Quelques Voyages Récents de Batiments de Guerre.
1954 (undated) 28.5 x 39.75 in (72.39 x 100.965 cm)
1 : 55600000
This is a 1950 Hervé Baille pictorial map of the world tracing voyages by French warships. The map depicts the word on a Mercator Projection centered on the Atlantic. Fancifully illustrated, cartoonish animals, including penguins, seals, walruses, whales, and polar bears, draw the viewer's attention, as do illustrations of a bison and an otter in North America, a giraffe and an elephant in Africa, a kangaroo in Australia, and wolves and a yak in Asia. Sharks and several different species of marine life populate the seas.
The French WarshipsThe routes of twelve French warships are traced: the La Pérouse, the Jeanne d'Arc, the La Grandière, the Surcouf, the Francis Garnier, the Commandant Charcot, the Beautemp-Beaupré, the Aventure, the Ailette, the Bois-Belleau, the Gazelle, and the Jules Verne. A key situated in the lower right quadrant identifies all twelve, assigns each ship a number, and provides the viewer with the symbol used to identify the voyage(s). Each of the twelve ships is also illustrated on the map with a corresponding number. In the course of our research we have been able to find information concerning nine of the vessels, but have been unable to trace the Ailette, the Commandant Charcot, and the Gazelle.
The Bois-BelleauPerhaps the most intriguing of this dozen ships is the Bois-Belleau. Commissioned as the USS Belleau Wood in March 1943, Belleau Wood served in the Pacific during World War II and took part in the invasion of the Gilbert Island, the landings on the Kwajalein and Majuro Atolls, the invasion of the Marshall Islands, the landings at Hollandia, New Guinea, the invasion of Saipan, and the Battle of the Philippine Sea. Aircraft from the Belleau Wood sank the Japanese carrier Hiyō during the Battle of the Philippine Sea. Belleau Wood ended the war with the 3rd Fleet and took part in the final strikes on the Japanese home islands. She was decommissioned on January 13, 1947 and was put in reserve. She received the Presidential Unit Citation and 12 battle stars for her service during World War II. After spending five years in reserve, the Belleau Wood was transferred to the French Navy on September 5, 1953 under the Mutual Defense Assistance Act. For her service in the French Navy she was christened the Bois-Belleau. The Bois-Belleau left Toulon in April 1954 for French Indochina to relieve the Arromanches. She arrived on May 20 where she, along with several other U.S. built fighters and bombers, were used against the Viet Minh. After the Geneva Conventions were signed in July, the Bois-Belleau returned to France and took part in the Algerian War. She was returned to the United States in September 1960, where she was stricken from the Navy List and scrapped on October 1, 1960.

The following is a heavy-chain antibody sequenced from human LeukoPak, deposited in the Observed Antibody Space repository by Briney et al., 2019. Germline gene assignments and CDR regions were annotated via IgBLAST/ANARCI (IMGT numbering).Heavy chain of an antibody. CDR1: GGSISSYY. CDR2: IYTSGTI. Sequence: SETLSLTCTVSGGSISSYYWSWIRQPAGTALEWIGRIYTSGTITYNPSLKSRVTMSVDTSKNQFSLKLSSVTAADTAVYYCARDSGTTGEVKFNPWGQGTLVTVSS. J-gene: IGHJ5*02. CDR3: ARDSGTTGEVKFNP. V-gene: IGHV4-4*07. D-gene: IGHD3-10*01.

The Francis GarnierThe Francis Garnier began life as the Eritrea a colonial ship in the Italian Regia Marina (Royal Navy). She served in the East African Campaign during World War II before sailing for the Indian Ocean and Kobe, Japan. After Japan declared war in December 1941, Eritrea was used to assist 'transport submarines' until September 1943, when, after hearing of the Italian armistice, she sailed at full speed for Ceylon to surrender. After the war, Eritrea was turned over to the French and renamed the Francis Garnier. She was used in colonial service until 1965 when she became a target ship during a nuclear test in the Pacific Ocean in 1966.
The Rest of the FleetIn regards to the rest of the ships, much less detailed information has been found. The Lapérouse, for example, was a French unarmored barbette cruiser and the lead ship of her class. The Surcouf was a French destroyer first launched in October 1953 and sank in 1971 following a collision with a Soviet tanker. The Jeanne d'Arc was a French training cruiser who operated during the Second World War and eventually joined the Free French forces. She was retired in 1964. The La Grandière was a French aviso that operated in the colonies and was scrapped in 1959. The Beautemps-Beaupré was a former aviation tender that was turned into an escort ship after World War II. Shew as eventually turned into a hydrographic vessel. The Jules Verne was a submarine tender and the Aventure was a frigate.
How We Dated This MapIn order to date this map, we used the histories of the warships depicted in order to narrow down the date. Due to the presence of the Bois-Belleau, we know that this map must have been created in 1954, since the Belleau Wood was not transferred to the French Navy until 1953 and did not sail for French Indochina until 1954.
Publication History and CensusThis map was created by Hervé Baille, printed by G. Barbarie and Cie., and published by the Marine Nationale (French Navy) in 1954. This map does not appear in the OCLC or any other institutional collections and is rare on the private market.
Frédéric Marie Joseph Hervé Baille (January 21, 1896 - June 3, 1974) was a French artist and engraver. Born in Sète, Baille became an important figure in the French scomic art community and held exhibitions of his work throughout Europe. Baille created advertisements and other work for Air France beginning in 1940 and was named Peintre de la Marine in 1947.
Good. Closed margin tears, extending up to 1.5 inches, professionally repaired on verso. Blank on verso.